I think the lesson of the Inuit wrt permaculture is pretty basic:
If we could keep the human population density down to what it was a few thousand years ago, our perturbation of the ecosystems on which we rely would be small enough that we would probably never push them past the tipping point toward terminal unsustainability.

Even if all 7.4 billion people on the planet decided today to be Bill Mollison*, the planet is still headed for a cataclysmic reckoning.
 (What would happen if all 7.4 billion decided to be Dave Hawkins doesn't bear thinking about.)

* He is survived by six children.

"I understand Donald Trump better than many people because I really am a lot like him." - Dave Hawkins

Re: Thoughts on Real Wealth
Reply #6

Quote
I think the lesson of the Inuit wrt permaculture is pretty basic:

If we could keep the human population density down to what it was a few thousand years ago, our perturbation of the ecosystems on which we rely would be small enough that we would probably never push them past the tipping point toward terminal unsustainability.

Most intelligent thing voxrat has said in a very long time.

  • Photon
  • I interfere with myself
Re: Thoughts on Real Wealth
Reply #7
So, Dave, you want to cull the human population in your plan?

Re: Thoughts on Real Wealth
Reply #8
No

  • RAFH
  • Have a life, already.
Re: Thoughts on Real Wealth
Reply #9
So, Dave, you want to cull the human population in your plan?
No, no, the world can sustain 14 times the current population. All we need to do is follow Bluffy's example and utilize 10 acres per person and ... ... I don't know, something will work out for that last 10%, probably all those folks who won't eat milk, the bastards, let them die and we can eat them.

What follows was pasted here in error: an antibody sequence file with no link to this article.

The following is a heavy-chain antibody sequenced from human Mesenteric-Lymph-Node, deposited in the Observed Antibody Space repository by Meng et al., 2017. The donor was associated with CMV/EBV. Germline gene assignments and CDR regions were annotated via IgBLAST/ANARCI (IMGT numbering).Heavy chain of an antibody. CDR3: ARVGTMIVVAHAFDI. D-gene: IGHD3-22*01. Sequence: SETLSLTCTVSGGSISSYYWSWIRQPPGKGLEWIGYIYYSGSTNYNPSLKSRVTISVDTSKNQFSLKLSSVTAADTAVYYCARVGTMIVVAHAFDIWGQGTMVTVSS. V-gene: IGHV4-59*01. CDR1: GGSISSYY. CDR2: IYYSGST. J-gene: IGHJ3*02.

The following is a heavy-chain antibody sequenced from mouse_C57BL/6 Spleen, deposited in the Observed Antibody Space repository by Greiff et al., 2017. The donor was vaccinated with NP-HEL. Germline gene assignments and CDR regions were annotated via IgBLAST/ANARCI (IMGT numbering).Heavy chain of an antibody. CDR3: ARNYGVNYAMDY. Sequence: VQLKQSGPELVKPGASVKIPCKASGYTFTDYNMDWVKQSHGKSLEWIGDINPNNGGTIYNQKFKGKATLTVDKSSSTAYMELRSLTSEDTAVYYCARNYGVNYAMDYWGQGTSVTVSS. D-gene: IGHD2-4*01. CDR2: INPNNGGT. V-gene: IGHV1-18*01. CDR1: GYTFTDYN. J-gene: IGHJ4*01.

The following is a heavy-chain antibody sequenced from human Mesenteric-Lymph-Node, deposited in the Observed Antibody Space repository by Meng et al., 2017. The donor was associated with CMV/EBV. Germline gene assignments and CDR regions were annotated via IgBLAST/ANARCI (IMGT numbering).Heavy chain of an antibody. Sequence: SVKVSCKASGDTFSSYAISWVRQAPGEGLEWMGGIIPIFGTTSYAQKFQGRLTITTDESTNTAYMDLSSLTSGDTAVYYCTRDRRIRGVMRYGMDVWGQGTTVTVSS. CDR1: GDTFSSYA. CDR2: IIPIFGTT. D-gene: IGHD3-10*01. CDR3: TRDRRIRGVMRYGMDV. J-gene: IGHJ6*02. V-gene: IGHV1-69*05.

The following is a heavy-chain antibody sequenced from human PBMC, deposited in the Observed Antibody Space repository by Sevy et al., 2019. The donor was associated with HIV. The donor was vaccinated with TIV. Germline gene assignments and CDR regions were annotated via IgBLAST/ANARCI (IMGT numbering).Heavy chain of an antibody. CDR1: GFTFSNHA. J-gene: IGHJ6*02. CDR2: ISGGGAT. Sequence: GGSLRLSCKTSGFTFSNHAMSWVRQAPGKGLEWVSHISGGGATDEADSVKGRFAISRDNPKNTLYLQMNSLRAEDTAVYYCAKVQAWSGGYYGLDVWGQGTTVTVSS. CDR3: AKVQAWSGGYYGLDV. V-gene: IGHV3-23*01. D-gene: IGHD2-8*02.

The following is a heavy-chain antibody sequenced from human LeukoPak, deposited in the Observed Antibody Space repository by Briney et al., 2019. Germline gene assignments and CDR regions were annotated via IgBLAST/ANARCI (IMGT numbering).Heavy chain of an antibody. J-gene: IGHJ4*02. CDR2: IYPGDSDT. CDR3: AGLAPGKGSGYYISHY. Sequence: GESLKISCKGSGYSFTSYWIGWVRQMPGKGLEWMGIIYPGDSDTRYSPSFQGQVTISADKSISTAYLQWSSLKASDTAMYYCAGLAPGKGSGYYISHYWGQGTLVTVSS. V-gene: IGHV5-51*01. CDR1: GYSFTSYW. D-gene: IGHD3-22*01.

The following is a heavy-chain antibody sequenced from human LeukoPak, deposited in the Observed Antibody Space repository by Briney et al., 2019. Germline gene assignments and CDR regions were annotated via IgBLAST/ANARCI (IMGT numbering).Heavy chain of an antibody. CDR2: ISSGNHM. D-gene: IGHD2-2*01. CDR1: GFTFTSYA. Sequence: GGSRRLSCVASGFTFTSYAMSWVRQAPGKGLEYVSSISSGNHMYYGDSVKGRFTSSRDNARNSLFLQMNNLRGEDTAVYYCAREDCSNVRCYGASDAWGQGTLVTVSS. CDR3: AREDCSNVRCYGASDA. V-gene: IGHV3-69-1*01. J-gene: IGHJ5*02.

Never mind over half of his figures for woodlands is boreal forest, which doesn't support any form of agriculture. Oh, and the rain forests, which have really terrible soils, the resources dwelling in the trees themselves.  Not to mention those two woodlands, comprising 75% of the total, are the primary source of oxygen on this planet. Hey, who needs oxygen when you have some warm rabbit? Right?!?
Are we there yet?

  • VoxRat
  • wtactualf
Re: Thoughts on Real Wealth
Reply #10
"I understand Donald Trump better than many people because I really am a lot like him." - Dave Hawkins

  • RAFH
  • Have a life, already.
Re: Thoughts on Real Wealth
Reply #11
No
Really, how else could Vox's post be interpreted?

... Yes, the Inuit knew how to survive in the Arctic. No question about that. How that relates to permaculture is beyond me.
I think the lesson of the Inuit wrt permaculture is pretty basic:
If we could keep the human population density down to what it was a few thousand years ago, our perturbation of the ecosystems on which we rely would be small enough that we would probably never push them past the tipping point toward terminal unsustainability.

Even if all 7.4 billion people on the planet decided today to be Bill Mollison*, the planet is still headed for a cataclysmic reckoning.
is pretty definitive about the carrying capacity of this planet. Specifically to the point that even the current population is "still headed for a cataclysmic reckoning." Doesn't sound all that positive regarding our population.

Did you even read, by which I mean parsed every word and understood their holistic meaning as a sentence?
Indeed, I don't see anything in Vox's post that could be considered a "nugget" in favor of your notions, nothing at all.
  • Last Edit: May 29, 2017, 12:01:58 PM by RAFH
Are we there yet?

Re: Thoughts on Real Wealth
Reply #12
Density